Wednesday, May 19, 2010

Special Events Reporting

Wednesday, May 19, 2010 2
Many non-profit organizations conduct fundraising activities which are considered “special events”. Special event revenues and expenses have specific financial reporting requirements, which are defined by professional accounting standards. So what is a “special event” and what are the specific reporting requirements?

Special events, as defined by accounting standards, are generally fundraising events where attendees usually receive a direct benefit such as a meal, entertainment, a “parting” gift, etc. Examples of special events are: fundraising dinners, auctions, theater parties, golf outings, races, raffles, etc.

Professional accounting standards require revenues and expenses from special events which are ongoing “major and central” activities to be reported gross (revenues and expenses are separately reported). These standards permit (but do not require) receipts and related costs from special events, which are “peripheral or incidental” activities, to be reported net (expenses are netted against revenue). (AICPA A&A Guide, “Not-for-Profit Organizations”, para. 13.21)

So how do I know if my event is “major and central” or “peripheral or incidental”? The standards provide us with some guidance. There are two factors to consider when determining if an event is “major and central” or “peripheral or incidental” – 1) frequency of the events, and 2) significance of the gross revenue and expenses.
Events are ongoing major and central activities if -

1) they are normally part of an organization’s strategic plan and the organization normally carries on such activities (e.g. an annual art auction), or
2) the event’s gross revenues or expenses are significant in relation to the organization’s annual budget (e.g. Budget $500,000, event gross receipts $50,000, event gross expenses $30,000)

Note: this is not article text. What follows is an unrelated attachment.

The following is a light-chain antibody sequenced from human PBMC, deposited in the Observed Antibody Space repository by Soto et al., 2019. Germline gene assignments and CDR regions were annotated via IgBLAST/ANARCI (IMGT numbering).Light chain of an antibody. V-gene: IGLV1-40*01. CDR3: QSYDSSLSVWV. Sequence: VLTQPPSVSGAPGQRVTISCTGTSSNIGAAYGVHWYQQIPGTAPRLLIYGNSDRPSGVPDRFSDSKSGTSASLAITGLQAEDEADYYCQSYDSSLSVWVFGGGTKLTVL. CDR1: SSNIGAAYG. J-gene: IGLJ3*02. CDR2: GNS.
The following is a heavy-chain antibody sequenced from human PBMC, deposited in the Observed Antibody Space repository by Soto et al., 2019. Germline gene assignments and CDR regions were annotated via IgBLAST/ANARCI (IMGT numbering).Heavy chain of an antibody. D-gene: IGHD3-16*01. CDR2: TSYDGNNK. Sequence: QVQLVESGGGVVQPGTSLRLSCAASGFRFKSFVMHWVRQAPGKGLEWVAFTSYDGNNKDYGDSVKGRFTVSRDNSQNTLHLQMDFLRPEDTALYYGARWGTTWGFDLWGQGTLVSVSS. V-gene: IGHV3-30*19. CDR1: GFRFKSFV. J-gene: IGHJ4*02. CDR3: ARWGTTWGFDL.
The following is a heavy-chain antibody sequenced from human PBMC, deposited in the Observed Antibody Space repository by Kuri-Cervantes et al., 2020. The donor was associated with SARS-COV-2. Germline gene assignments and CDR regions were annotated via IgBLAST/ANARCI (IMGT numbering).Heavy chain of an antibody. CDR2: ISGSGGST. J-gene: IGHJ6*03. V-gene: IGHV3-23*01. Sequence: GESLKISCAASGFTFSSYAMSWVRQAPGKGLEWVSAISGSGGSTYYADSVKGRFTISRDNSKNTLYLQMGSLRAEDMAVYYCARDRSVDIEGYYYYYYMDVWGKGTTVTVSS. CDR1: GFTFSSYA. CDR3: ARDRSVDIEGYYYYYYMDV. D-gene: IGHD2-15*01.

Events are peripheral or incidental activities if –

1) they are not an integral part of the organization’s usual activities, or
2) their gross revenues or expenses are not significant in relation to the organization’s annual budget.

If you’ve determined your event is “major and central”, the special event revenue should be reported as a separate line item in the revenue section of the Statement of Activities. The cost of the direct benefit to the donors can be reported as either –
• a line item deducted from the special event revenue in the revenue section, or
• as a specific expense in the expense section of the Statement of Activities
Other expenses associated with this “major and central event” will be reported with your other fundraising expenses.
In addition to financial reporting requirements, there are also specific reporting requirements for special events on the Federal Form 990. These requirements will be addressed in a future “blog”.

The discussion above is a very general description of the financial accounting and reporting requirements for special events. For more information or guidance on accounting for and reporting on special events, please contact Elko & Associates Ltd. See you at the next “Special Event”!

Tuesday, May 11, 2010

Is Your Charitable Organization Eligible for Real Estate Tax Relief?

Tuesday, May 11, 2010 2
In the Commonwealth of Pennsylvania, charitable organizations may qualify for real estate tax relief if the organization qualifies as a “purely public charity”. Other states may have similar laws that allow for a charitable organization to eliminate or reduce its real estate tax burden if certain tests or requirements are met. Since the majority of my experience is with Pennsylvania, I will focus on how an organization can attain this exemption in Pennsylvania.